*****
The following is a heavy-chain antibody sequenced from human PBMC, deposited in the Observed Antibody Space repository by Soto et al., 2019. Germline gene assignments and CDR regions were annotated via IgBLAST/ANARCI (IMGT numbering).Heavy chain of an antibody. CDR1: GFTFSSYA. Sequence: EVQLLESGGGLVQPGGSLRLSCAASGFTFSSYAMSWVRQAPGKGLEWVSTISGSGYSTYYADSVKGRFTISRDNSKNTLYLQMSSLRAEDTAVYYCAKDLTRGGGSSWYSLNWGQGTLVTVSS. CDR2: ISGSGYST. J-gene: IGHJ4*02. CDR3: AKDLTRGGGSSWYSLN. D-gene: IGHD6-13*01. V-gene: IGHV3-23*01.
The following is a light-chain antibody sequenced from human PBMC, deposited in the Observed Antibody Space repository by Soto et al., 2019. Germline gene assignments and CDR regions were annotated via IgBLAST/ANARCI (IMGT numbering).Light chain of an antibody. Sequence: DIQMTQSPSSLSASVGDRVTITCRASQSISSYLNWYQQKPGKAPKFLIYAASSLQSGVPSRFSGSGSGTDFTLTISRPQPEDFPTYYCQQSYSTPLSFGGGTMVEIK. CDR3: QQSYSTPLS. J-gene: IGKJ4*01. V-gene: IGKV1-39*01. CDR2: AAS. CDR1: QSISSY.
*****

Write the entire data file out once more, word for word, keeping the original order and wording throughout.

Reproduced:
The following is a heavy-chain antibody sequenced from human PBMC, deposited in the Observed Antibody Space repository by Soto et al., 2019. Germline gene assignments and CDR regions were annotated via IgBLAST/ANARCI (IMGT numbering).Heavy chain of an antibody. CDR1: GFTFSSYA. Sequence: EVQLLESGGGLVQPGGSLRLSCAASGFTFSSYAMSWVRQAPGKGLEWVSTISGSGYSTYYADSVKGRFTISRDNSKNTLYLQMSSLRAEDTAVYYCAKDLTRGGGSSWYSLNWGQGTLVTVSS. CDR2: ISGSGYST. J-gene: IGHJ4*02. CDR3: AKDLTRGGGSSWYSLN. D-gene: IGHD6-13*01. V-gene: IGHV3-23*01.
The following is a light-chain antibody sequenced from human PBMC, deposited in the Observed Antibody Space repository by Soto et al., 2019. Germline gene assignments and CDR regions were annotated via IgBLAST/ANARCI (IMGT numbering).Light chain of an antibody. Sequence: DIQMTQSPSSLSASVGDRVTITCRASQSISSYLNWYQQKPGKAPKFLIYAASSLQSGVPSRFSGSGSGTDFTLTISRPQPEDFPTYYCQQSYSTPLSFGGGTMVEIK. CDR3: QQSYSTPLS. J-gene: IGKJ4*01. V-gene: IGKV1-39*01. CDR2: AAS. CDR1: QSISSY.